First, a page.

SPORTS PEOPLE OF 2020: Sanele Mao
2020 is a breakout year for weightlifter Sanele Mao and his recent performance at a regional online competition, where he came out the overall winner, makes him Samoa's Athlete of the Year.
Early this month Mao emerged the winner of the combined men’s divisions in the Oceania Weightlifting Federation Online Cup, consequently taking home US$4000 in prize money.
But very little was known of the 35-year-old until 2018 when he burst onto the scene, in a gold medal performance at the Gold Coast Commonwealth Games in Australia, to set a new Commonwealth clean-and-jerk record with a lift of 220kg to smash the previous 210kg record.
Mao has now set his sights on the 2021 Tokyo Olympics after his success in the Commonwealth Games two years ago and hopes he can qualify.
“The whole country knows that I received the gold medal during the commonwealth 2018 so my hope is to be able to qualify for the Olympics to find a medal for Samoa, and whatever happens at least I have reached that level,” he said in an interview with the Samoa Observer.
Mao then makes reference to a personal motto, which he says he uses to drive him to success.
“In keeping my talent, I have my own motto which I used to advise my younger brothers and sisters is ‘always train hard and stay committed’ because it will earn you so much,” he said.
And he admits, too, that weightlifting is a tough sport – and you cannot go far if you are not committed to a cause, while emphasising that nothing is impossible.
The son of Violina Seumanutafa and Nu'umua Joe Seumanutafa, Mao hails from Vaitele Fou and Falealupo, Savai’i.
But surprisingly, his first foray into sports was not in weightlifting, but bodybuilding and he even represented Samoa in 2011 at a bodybuilding competition in New Caledonia and won a silver medal.
“From the beginning, I was trained as a bodybuilder, I represented Samoa in 2011 at a bodybuilding competition in New Caledonia and I won a silver medal,” he said. “That’s where I met the weightlifting squad, I watched their games and so I returned and saw that they have a lot of games within a year and so I decided to join in 2012 and became a full-time weightlifter.”
And there are differences between the two sports, according to the champion weightlifter, as one has a strict diet while the other does not have a diet schedule.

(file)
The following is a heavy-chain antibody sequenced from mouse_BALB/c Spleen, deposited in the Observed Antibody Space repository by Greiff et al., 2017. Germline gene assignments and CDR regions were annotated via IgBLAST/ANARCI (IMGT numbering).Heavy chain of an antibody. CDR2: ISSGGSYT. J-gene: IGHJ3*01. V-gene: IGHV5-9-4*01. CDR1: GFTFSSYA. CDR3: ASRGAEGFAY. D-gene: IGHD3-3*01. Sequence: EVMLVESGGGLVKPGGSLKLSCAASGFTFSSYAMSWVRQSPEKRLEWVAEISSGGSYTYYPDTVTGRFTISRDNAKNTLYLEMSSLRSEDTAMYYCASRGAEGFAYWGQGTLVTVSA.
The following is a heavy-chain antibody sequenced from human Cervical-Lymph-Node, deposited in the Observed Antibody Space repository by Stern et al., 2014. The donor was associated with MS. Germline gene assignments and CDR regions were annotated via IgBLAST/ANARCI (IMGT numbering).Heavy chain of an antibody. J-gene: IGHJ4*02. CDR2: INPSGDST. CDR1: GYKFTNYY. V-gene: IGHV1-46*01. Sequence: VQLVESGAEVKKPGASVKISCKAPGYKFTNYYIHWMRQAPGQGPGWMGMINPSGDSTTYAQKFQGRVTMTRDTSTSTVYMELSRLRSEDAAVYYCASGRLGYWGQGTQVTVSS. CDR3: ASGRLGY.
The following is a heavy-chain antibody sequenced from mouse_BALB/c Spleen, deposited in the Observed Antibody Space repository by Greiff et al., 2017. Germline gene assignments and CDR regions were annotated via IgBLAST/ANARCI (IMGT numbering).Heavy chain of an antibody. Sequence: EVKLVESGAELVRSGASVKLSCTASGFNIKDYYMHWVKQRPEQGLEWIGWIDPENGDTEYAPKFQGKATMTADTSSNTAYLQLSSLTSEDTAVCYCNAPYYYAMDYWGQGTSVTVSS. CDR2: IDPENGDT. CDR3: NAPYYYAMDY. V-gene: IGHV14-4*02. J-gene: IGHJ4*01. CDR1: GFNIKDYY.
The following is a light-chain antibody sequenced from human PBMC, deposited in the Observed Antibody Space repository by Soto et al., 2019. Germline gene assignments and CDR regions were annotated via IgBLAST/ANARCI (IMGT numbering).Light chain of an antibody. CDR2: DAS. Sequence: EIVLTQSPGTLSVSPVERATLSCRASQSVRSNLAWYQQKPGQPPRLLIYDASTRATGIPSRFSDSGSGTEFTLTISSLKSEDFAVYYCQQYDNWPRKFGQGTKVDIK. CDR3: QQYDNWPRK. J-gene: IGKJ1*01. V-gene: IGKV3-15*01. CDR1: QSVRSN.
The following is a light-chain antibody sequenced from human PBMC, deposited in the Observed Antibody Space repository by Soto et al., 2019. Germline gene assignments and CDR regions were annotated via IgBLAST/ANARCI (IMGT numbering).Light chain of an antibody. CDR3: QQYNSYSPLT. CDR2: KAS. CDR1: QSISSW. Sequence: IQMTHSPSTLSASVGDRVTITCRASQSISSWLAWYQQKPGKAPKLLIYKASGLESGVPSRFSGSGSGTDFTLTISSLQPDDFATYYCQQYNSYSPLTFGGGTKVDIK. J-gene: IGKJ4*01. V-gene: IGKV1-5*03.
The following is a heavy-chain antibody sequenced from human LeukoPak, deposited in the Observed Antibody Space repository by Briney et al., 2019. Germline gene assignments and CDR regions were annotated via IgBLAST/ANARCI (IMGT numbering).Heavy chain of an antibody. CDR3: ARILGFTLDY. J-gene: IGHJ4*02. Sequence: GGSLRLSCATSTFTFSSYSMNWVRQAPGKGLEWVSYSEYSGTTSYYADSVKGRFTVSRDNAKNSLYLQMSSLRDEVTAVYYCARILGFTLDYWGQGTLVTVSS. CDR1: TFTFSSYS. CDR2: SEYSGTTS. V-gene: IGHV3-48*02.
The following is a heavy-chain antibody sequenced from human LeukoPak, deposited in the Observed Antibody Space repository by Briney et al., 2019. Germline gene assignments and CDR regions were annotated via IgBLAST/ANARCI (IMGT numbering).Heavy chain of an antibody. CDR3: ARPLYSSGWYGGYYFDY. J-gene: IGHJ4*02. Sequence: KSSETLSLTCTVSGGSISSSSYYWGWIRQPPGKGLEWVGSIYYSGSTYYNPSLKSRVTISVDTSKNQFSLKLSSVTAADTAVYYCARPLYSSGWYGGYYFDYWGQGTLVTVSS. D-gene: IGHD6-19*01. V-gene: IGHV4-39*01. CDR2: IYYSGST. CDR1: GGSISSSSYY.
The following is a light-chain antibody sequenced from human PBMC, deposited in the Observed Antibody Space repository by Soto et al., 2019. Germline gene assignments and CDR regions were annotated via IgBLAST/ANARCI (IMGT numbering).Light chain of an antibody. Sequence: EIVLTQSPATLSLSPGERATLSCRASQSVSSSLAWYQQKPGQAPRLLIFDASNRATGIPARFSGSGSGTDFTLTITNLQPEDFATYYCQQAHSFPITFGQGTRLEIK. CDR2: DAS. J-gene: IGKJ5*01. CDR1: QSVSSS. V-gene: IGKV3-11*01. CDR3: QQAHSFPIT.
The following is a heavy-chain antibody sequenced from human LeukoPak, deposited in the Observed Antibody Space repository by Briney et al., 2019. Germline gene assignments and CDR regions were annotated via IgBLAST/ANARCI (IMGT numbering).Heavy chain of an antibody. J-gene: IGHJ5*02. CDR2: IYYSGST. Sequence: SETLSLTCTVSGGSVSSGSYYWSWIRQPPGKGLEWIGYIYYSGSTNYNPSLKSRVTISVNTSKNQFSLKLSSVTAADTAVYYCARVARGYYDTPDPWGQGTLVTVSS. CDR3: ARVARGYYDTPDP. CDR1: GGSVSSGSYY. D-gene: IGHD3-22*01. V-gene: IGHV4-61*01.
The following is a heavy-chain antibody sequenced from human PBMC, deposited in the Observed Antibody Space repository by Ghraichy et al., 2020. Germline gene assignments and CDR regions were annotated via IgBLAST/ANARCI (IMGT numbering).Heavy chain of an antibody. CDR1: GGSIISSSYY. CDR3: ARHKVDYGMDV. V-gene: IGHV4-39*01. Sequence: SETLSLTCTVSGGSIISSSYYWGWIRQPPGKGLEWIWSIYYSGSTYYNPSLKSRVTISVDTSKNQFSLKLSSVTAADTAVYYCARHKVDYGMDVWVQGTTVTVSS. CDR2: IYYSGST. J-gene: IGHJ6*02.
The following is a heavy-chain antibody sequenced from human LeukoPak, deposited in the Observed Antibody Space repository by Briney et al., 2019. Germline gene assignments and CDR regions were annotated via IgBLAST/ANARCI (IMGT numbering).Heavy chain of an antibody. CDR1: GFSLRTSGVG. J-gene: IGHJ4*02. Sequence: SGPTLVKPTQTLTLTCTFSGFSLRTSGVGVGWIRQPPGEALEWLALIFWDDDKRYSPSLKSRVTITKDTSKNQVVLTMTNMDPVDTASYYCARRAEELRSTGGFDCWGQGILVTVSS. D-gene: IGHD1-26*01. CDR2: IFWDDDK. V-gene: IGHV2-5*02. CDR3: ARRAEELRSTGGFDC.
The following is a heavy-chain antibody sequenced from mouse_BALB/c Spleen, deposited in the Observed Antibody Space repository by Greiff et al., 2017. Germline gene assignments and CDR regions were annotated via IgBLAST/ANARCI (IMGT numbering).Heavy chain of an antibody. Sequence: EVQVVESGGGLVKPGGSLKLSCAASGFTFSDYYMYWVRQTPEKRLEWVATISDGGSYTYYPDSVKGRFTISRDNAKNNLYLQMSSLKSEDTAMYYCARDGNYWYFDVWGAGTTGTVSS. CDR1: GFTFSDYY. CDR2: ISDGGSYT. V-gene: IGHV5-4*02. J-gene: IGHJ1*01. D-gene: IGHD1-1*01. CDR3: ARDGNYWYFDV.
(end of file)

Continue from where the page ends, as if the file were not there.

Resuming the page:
“The difference between bodybuilder and weightlifting is that bodybuilder is about looking after your body and much on the muscles and it’s very hard to be consistent and look after our bodies here in Samoa,” he said. “But for weightlifting, there are many tournaments and eating is free, there is no specific diet. Eat healthily and train hard.”
Body aches are another hurdle in weightlifting to overcome, on top of injuries which every athlete tries to avoid, says Mao.
“For me personally, as a player, the challenge is having a sore body, but on training, rest, eating diet is all good.
“But that’s the hard challenge, once your body is hurting, you will give up. But if you trust in the Lord, and pray always.”
And with weightlifting being a competitive sport, Mao says he has an opponent in Australia, “who is very good.” But then it all boils down to the mindset and how well he is prepared. “There’s a lifter in Australia who is very good, but I put my heart and mind in my training and my trust in the Lord and I feel at ease.
“I put my trust in the Lord to help me so that I won’t get injured. But in terms of playing and our ongoing online tournament, I am focusing on it and I have nothing to worry about it.”
To Samoa’s aspiring weightlifters, the Commonwealth champion says training is done from Monday to Saturday and the weights can be heavy to make one prone to injury, but if your mind and soul are in the right place then anything is possible.
Mao then acknowledged the contribution of his coach and the Samoa Weightlifting Federation to his success thus far.
“Thank you to our coach for giving his blessings when I started here in weightlifting, especially how he supports my talent, my parents, families and supporters who have helped me reach this level, most especially to our dear Samoa for their continuous support for us (weightlifting).”